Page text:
Chatroom Roleplaying Outtakes #1

Chatroom roleplaying (Chat RP) consists of improvising prose within a community, where each writer responds to another’s posts quickly, but not so fast that it totally losses quality. Settings vary from castles to battlegrounds to islands in the sky, but mostly chats take place in taverns, where extremely well thought-out characters who don’t know each other let loose. It’s less infused with magic as it is with the chaos of diverse characters and  explosive interactions.

Chat RP is  unapologetically character-focused. The writer is known as a mun, meaning “mundane,” and is only referred to through the character (“Kawika’s mun,” for example). So much attention is given to the character that most sentences are absent of the subject (the character), and references to “irises” or “orbs” just mean “her eyes.” Out of character (OOC) talk is restricted to two parentheses or brackets.

Here’s a snippet from one of my favorite (unnamed) roleplay artists:

That is so…“ eyes rounded like those of owls, straight whites flashing as she peaked around Ashley [racoon sun-burn shades remember] to spot the two rather than simply hear them, “cute, to say the least, but cocks not on my current regime, sweet ragazza,“ weren’t shy, was we?  Cheeks sunk with the thoughtfully casual pucker of glossy, vemon-stung lips, holding the menu and squinting down at it as if she couldn’t quite see the words written there, [not true, miss Alice was simply energetic] “Goid idea…how’s about a double shot og whiskey sour and a cheeseburger, no tomato,“ book of tantalizing goodies was slapped shut with two lean hands before two brows lifted and she handed the waiter the document, “what, of course.  And what’s yer name?  I want to hear it rather than read it off a tag,“ soft voice, arms folding for fingers to tap on her arms.  Maybe she wanted an app and just had to be polite first.  Maybe bois anxiety to look toward the clock was showing in the swivel of the pen, or maybe every girl needed a gay or borderline gay friend.  Guess.[d]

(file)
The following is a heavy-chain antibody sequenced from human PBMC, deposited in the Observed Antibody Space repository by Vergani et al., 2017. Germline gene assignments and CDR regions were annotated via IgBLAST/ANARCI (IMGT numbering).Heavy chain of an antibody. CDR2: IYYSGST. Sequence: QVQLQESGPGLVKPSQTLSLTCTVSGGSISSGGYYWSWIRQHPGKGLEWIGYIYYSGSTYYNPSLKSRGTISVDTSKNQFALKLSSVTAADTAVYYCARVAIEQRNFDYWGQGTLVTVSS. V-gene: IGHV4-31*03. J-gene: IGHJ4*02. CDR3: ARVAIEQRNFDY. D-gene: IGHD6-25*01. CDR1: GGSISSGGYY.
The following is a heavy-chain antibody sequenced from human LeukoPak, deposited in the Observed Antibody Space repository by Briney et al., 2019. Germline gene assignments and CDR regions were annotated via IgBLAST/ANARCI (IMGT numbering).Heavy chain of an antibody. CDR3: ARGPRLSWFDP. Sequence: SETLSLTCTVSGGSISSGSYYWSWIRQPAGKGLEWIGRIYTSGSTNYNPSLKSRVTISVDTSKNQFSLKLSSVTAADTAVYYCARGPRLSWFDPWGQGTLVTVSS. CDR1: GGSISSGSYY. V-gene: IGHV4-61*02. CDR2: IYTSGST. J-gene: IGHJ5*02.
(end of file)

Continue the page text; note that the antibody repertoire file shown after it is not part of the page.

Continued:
I’m floored by how well this mun knows her character. This post was improvised immediately, with spelling and grammar errors, but also with a grasp of a character that seems rare in published literary fiction. Her accent, her food preferences, her mannerisms, thoughts, and out of character information all go to bring this character totally alive for other muns to respond to. And all this, just because a waiter brought her a menu.

My admiration for this post may be difficult to understand as the genre is bound by community rules, making such posts both intricate and extremely confusing to outsiders.

That is so…” – Roleplay starts with an italic and underline. The bold later is for emphasis and to begin separate posts.

“straight whites flashing” – reference to her eyes.

“[racoon sun-burn shades remember] ” – the mun is reminding her fellow muns that their character’s can’t see her eyes, though she’s describing them. If another character were to respond to her eyes, it would be bad form.

“weren’t shy, was we?” – This may be a reference to a sort of Lord of the Rings Smigel dual-personality thing.

“Goid idea” – character accent.

“book of tantalizing goodies was slapped shut” – passive verbs indicate the character actions.

“an app” – probably an apple.

“Guess.” – Really, the other characters should guess why she’s doing what she’s doing. With all the elaborate ways of expressing this character, the mun still leaves room for that more alluring trait, ambiguity.

I’ll start posting these Chat RP outtakes because it pains me when I read posts by talented writers, and only a community of six or so people read it before it gets eaten by the blank space at the top of the chat room.

For a humorous look at Chat RP, check out the webcomic Elf Only Inn

On “Bored”

My short story “Bored” was published in JMWW, a journal that alongside Smokelong and decomP, convinced me that speculative flash fiction was the highest pursuit.

This story is about sex workers in turn of the century Penang, Malaysia. It’s in a way a response to Lydia Kwa’s novel, This Place Called Absence, which is about turn of the century sex workers in Singapore. Kwa’s novel centers around a queer Asian Canadian woman, Wu Lan, who desperately needs some psychological closure on her father’s death, so she imagines Chow Chat Mui and Lee Ah Choi, two sex workers in Singapore whose trials mirror Wu Lan’s own.